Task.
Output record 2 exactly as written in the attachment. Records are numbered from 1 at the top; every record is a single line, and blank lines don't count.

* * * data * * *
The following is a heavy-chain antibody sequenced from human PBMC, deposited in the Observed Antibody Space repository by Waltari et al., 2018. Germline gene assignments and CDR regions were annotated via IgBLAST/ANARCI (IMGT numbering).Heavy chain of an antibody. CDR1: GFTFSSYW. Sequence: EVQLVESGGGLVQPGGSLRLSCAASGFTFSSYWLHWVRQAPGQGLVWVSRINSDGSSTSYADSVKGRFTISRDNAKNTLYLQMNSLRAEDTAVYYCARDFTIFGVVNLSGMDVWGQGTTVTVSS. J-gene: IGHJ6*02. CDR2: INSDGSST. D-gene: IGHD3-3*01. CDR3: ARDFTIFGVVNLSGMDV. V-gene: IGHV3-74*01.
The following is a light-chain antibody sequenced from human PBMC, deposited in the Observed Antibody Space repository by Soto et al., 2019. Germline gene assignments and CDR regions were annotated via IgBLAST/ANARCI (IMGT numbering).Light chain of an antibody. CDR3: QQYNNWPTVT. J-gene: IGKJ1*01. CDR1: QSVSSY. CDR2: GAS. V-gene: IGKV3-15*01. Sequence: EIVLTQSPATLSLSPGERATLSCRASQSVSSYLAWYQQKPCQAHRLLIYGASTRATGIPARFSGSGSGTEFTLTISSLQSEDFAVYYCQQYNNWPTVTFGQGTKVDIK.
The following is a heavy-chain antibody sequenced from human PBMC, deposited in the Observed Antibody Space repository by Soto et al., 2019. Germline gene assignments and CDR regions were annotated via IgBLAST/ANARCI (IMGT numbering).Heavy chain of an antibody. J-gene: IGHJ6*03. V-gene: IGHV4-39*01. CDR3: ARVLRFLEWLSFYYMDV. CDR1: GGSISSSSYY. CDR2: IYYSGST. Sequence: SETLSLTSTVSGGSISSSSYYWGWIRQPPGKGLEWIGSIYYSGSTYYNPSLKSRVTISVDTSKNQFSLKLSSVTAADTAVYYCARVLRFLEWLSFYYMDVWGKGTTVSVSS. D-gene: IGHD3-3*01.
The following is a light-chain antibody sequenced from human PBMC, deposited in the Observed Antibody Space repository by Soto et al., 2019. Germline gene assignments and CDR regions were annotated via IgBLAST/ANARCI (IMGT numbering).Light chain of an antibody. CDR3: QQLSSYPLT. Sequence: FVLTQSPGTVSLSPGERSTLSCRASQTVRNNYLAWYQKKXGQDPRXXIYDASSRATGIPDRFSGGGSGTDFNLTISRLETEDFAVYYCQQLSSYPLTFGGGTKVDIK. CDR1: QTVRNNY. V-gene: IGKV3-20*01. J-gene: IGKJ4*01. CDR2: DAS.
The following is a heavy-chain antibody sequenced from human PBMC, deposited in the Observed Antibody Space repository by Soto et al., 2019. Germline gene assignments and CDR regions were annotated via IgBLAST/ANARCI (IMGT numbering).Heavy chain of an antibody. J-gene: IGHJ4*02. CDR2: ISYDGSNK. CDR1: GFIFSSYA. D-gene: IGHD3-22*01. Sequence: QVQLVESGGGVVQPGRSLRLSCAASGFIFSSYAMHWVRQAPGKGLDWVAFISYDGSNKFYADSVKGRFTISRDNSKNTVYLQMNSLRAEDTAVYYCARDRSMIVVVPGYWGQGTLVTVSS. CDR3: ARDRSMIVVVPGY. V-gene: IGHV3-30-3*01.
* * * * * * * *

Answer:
The following is a light-chain antibody sequenced from human PBMC, deposited in the Observed Antibody Space repository by Soto et al., 2019. Germline gene assignments and CDR regions were annotated via IgBLAST/ANARCI (IMGT numbering).Light chain of an antibody. CDR3: QQYNNWPTVT. J-gene: IGKJ1*01. CDR1: QSVSSY. CDR2: GAS. V-gene: IGKV3-15*01. Sequence: EIVLTQSPATLSLSPGERATLSCRASQSVSSYLAWYQQKPCQAHRLLIYGASTRATGIPARFSGSGSGTEFTLTISSLQSEDFAVYYCQQYNNWPTVTFGQGTKVDIK.